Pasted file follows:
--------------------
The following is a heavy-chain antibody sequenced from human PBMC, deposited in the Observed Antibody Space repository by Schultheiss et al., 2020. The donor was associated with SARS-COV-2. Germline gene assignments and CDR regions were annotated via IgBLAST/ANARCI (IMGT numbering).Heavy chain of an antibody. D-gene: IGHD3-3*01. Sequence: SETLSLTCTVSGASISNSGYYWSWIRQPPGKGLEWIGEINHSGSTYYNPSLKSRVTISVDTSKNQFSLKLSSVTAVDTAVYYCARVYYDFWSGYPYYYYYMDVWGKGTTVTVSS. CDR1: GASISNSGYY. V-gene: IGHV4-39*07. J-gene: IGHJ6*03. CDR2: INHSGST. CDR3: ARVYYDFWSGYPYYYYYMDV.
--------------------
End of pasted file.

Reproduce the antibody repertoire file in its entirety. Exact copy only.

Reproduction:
The following is a heavy-chain antibody sequenced from human PBMC, deposited in the Observed Antibody Space repository by Schultheiss et al., 2020. The donor was associated with SARS-COV-2. Germline gene assignments and CDR regions were annotated via IgBLAST/ANARCI (IMGT numbering).Heavy chain of an antibody. D-gene: IGHD3-3*01. Sequence: SETLSLTCTVSGASISNSGYYWSWIRQPPGKGLEWIGEINHSGSTYYNPSLKSRVTISVDTSKNQFSLKLSSVTAVDTAVYYCARVYYDFWSGYPYYYYYMDVWGKGTTVTVSS. CDR1: GASISNSGYY. V-gene: IGHV4-39*07. J-gene: IGHJ6*03. CDR2: INHSGST. CDR3: ARVYYDFWSGYPYYYYYMDV.